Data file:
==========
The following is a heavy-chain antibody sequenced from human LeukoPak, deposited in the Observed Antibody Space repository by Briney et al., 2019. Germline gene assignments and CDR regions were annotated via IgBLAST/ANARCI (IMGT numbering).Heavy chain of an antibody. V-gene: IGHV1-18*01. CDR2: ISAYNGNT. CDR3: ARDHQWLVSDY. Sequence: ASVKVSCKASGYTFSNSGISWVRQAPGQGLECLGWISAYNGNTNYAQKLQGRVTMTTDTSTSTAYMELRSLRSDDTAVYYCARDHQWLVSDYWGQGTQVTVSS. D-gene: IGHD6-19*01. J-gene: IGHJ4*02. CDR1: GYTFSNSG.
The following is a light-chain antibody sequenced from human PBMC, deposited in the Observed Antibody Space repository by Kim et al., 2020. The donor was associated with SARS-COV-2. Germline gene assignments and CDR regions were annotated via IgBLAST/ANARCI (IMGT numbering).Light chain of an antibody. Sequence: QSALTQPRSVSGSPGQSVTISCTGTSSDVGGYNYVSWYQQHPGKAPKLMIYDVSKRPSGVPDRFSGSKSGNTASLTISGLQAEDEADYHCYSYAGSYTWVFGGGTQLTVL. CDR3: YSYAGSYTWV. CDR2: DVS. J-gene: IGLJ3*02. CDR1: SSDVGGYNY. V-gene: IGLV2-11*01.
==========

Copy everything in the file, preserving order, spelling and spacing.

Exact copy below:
The following is a heavy-chain antibody sequenced from human LeukoPak, deposited in the Observed Antibody Space repository by Briney et al., 2019. Germline gene assignments and CDR regions were annotated via IgBLAST/ANARCI (IMGT numbering).Heavy chain of an antibody. V-gene: IGHV1-18*01. CDR2: ISAYNGNT. CDR3: ARDHQWLVSDY. Sequence: ASVKVSCKASGYTFSNSGISWVRQAPGQGLECLGWISAYNGNTNYAQKLQGRVTMTTDTSTSTAYMELRSLRSDDTAVYYCARDHQWLVSDYWGQGTQVTVSS. D-gene: IGHD6-19*01. J-gene: IGHJ4*02. CDR1: GYTFSNSG.
The following is a light-chain antibody sequenced from human PBMC, deposited in the Observed Antibody Space repository by Kim et al., 2020. The donor was associated with SARS-COV-2. Germline gene assignments and CDR regions were annotated via IgBLAST/ANARCI (IMGT numbering).Light chain of an antibody. Sequence: QSALTQPRSVSGSPGQSVTISCTGTSSDVGGYNYVSWYQQHPGKAPKLMIYDVSKRPSGVPDRFSGSKSGNTASLTISGLQAEDEADYHCYSYAGSYTWVFGGGTQLTVL. CDR3: YSYAGSYTWV. CDR2: DVS. J-gene: IGLJ3*02. CDR1: SSDVGGYNY. V-gene: IGLV2-11*01.